• Commented on The myth of heroism
    We're probably still 20-30 years away from a superhero novel winning the Booker prize, much less the Nobel Prize for Literature Nitpick: The Nobel Prize is awarded to authors, not novels. Arguably it has already been won by a...
  • Commented on Generation Z
    Sort of. The ones who want to be seriously rich go into finance. Either they do a straight-up economics/business degree, or enter quantitative finance via a maths/physics degree. It's a significant social problem -- instead of, say, engineering more efficient...
  • Commented on Generation Z
    The Arab Spring really showed that even against massive force the people will rise if things get bad enough. The Arab Spring isn't a great model for the UK's situation. Revolutions are an occupation of the young, and Egypt is...
  • Commented on Tragedy as Comfort Fiction: On Death, Drama, Disaster & Saving the World
    Somewhat off topic, but I once went to an outdoor performance of the stage adaptation of Mort. Early on, Death is explaining to a young man named Mort that he wishes to take him on as an apprentice. Mort says,...
  • Commented on Tragedy as Comfort Fiction: On Death, Drama, Disaster & Saving the World
    If the one you tried was The Colour of Magic, I wouldn't be surprised. It's the first one in the series but it is much more lighthearted than the later works. You might want to check out Mort or Wyrd...
  • Commented on Tragedy as Comfort Fiction: On Death, Drama, Disaster & Saving the World
    I don't think even the defenders of the ACA believe it to be "the solution", or would describe it as anything but an ugly and complicated political compromise. At best, it helps establish the principle of universal access to health...
  • Commented on Tragedy as Comfort Fiction: On Death, Drama, Disaster & Saving the World
    Excellent post. But I would suggest giving Pratchett another try. Underneath the humour there is a real core of darkness in some of his books, particularly the character of Granny Weatherwax. She is old, lives alone, and is very much...
  • Commented on The cult of justice
    Yes, exactly. Most legal systems are quite explicit about the fact that they were made by people, for people, and can be changed by people. Reverence of the Constitution in the USA might almost rise to the level of a...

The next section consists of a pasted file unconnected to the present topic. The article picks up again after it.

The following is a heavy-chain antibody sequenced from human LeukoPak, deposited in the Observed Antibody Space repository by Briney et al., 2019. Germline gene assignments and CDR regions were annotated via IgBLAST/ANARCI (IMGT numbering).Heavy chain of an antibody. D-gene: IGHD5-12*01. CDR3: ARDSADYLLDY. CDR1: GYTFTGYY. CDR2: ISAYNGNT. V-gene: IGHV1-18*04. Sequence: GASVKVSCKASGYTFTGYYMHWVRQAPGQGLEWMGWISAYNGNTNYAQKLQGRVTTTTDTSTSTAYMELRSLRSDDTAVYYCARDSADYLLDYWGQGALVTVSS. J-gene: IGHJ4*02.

• Commented on Making history personal
    Just remembered, I may have been in a presently inhabited dwelling older than the pyramids. I've had tea in a cave house in Sefrou, Morocco. These are houses built over the entrances to natural limestone caves which are used as...
  • Commented on Making history personal
    Oldest I have been in is undoubtedly the Pyramid of Khafre in Egypt, dating to 2500 BCE. Oldest slept in is probably my aunt and uncle's house in Guernsey, parts of which date back to about 1550 CE....
  • Commented on Parasites
    There were the organisms in the Futurama episode "Parasites Lost" who occupied Fry and undertook some major improvements. They may be my favourite parasites of all time....
  • Commented on Time tourism
    The bar thing is a particularly good example. Even *today*, if a woman walked into a bar on her own, she'd have to fend off men who assumed she was available for sex. In 1963? Fuhgeddaboudit....
  • Commented on Time tourism
    Um, yeah. If you don't have personal safety, then avoiding bureaucratic hassle is kind of beside the point. "Apart from that, how was the play, Mrs Lincoln?"...
  • Commented on Time tourism
    I just remembered that Inversions by the late, great Iain M Banks did have something like a female time traveller. There was no time travel involved, she was a representative of a spacefaring society living incognito on a planet with...
  • Commented on Time tourism
    Yes, I'd thought of the servant option. Creates interesting dramatic possibilities, especially if her local servant/bodyguard doesn't know she's a time traveller. She'd also be putting a lot of trust in those servants. For example, if she's travelling around the...
  • Commented on Time tourism
    I know that less identity paperwork was needed in earlier eras, but that's really not what I'm talking about. Establishing an identity as "independently wealthy recluse" is not that hard. Actually living as part of past society is a lot...